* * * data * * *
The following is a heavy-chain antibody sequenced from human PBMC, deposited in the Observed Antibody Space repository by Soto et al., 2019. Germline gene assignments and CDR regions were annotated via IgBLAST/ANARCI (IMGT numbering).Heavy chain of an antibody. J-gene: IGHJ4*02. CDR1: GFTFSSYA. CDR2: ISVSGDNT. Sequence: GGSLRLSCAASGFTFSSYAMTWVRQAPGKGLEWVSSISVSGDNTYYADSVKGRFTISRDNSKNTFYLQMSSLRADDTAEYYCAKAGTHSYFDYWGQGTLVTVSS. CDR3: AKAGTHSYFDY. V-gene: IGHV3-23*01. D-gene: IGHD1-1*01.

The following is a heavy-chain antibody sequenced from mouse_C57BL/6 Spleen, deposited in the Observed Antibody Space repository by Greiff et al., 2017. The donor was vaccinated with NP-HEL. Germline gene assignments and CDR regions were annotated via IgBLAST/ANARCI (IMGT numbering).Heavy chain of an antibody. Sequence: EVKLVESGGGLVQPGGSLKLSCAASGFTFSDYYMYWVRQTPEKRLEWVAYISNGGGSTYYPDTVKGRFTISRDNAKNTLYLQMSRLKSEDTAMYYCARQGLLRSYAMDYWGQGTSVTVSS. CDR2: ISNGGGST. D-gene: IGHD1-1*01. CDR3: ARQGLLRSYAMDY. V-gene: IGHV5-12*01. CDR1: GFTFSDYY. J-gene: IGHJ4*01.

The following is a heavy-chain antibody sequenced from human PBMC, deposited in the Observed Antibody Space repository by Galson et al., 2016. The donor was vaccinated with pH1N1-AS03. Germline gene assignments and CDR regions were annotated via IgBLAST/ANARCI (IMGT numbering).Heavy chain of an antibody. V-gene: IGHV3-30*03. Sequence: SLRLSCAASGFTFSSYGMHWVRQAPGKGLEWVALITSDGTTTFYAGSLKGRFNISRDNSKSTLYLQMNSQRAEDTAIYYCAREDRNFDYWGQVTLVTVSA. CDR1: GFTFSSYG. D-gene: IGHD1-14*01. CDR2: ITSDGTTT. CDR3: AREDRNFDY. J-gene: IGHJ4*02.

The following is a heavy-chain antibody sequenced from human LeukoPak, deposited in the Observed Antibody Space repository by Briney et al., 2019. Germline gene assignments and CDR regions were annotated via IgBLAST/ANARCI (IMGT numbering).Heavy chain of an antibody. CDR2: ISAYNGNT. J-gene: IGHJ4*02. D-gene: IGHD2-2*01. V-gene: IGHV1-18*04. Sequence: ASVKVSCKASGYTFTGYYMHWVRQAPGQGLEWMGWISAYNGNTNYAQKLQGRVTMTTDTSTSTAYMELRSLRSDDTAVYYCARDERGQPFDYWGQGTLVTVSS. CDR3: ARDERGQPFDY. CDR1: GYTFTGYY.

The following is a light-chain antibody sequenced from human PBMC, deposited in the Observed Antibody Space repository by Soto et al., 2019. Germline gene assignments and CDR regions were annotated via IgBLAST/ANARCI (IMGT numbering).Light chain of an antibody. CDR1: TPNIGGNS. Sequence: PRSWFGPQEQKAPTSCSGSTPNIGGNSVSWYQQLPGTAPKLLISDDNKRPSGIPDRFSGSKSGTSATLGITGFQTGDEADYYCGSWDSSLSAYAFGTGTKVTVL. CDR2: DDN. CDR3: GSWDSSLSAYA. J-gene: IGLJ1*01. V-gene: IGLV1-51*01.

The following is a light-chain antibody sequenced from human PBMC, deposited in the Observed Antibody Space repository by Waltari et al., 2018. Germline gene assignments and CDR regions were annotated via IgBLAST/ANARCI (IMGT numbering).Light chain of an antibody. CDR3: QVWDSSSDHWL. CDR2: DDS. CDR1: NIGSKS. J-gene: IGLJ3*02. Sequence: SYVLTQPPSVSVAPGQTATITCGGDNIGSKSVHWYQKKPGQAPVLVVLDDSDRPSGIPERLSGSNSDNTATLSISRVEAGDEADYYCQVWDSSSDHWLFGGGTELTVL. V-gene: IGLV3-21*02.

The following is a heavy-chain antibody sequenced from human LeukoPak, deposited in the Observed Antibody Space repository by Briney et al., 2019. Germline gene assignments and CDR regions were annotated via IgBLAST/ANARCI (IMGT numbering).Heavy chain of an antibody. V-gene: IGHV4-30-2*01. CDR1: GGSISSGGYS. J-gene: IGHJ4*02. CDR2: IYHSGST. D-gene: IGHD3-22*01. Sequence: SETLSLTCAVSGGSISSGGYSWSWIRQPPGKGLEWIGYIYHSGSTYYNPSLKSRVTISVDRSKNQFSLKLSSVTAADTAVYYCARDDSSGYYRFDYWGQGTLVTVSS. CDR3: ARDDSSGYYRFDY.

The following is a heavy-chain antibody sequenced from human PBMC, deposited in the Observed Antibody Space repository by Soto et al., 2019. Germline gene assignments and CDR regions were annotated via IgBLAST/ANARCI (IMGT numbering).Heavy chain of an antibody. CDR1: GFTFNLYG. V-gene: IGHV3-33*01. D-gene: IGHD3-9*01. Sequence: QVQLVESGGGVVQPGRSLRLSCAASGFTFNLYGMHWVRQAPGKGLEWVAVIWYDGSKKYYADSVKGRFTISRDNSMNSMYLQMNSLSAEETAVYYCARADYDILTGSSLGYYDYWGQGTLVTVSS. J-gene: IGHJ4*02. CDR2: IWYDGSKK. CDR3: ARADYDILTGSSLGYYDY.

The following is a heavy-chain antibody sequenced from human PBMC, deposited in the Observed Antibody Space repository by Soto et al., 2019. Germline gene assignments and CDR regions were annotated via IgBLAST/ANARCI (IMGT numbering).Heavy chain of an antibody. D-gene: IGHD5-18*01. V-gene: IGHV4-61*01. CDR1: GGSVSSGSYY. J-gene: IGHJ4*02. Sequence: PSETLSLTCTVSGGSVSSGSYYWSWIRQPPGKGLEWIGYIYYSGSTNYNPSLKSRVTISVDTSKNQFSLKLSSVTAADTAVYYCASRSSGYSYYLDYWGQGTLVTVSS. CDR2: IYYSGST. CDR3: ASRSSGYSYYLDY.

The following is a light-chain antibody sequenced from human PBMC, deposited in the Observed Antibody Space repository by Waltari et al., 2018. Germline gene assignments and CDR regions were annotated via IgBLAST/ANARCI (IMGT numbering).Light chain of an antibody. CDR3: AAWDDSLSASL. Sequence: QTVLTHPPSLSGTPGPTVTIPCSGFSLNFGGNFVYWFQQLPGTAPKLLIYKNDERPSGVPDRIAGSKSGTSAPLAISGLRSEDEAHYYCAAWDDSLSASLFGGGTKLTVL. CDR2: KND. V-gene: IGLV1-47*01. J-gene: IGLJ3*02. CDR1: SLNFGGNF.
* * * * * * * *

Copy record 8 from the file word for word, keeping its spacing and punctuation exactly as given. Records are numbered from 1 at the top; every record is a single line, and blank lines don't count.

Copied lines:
The following is a heavy-chain antibody sequenced from human PBMC, deposited in the Observed Antibody Space repository by Soto et al., 2019. Germline gene assignments and CDR regions were annotated via IgBLAST/ANARCI (IMGT numbering).Heavy chain of an antibody. CDR1: GFTFNLYG. V-gene: IGHV3-33*01. D-gene: IGHD3-9*01. Sequence: QVQLVESGGGVVQPGRSLRLSCAASGFTFNLYGMHWVRQAPGKGLEWVAVIWYDGSKKYYADSVKGRFTISRDNSMNSMYLQMNSLSAEETAVYYCARADYDILTGSSLGYYDYWGQGTLVTVSS. J-gene: IGHJ4*02. CDR2: IWYDGSKK. CDR3: ARADYDILTGSSLGYYDY.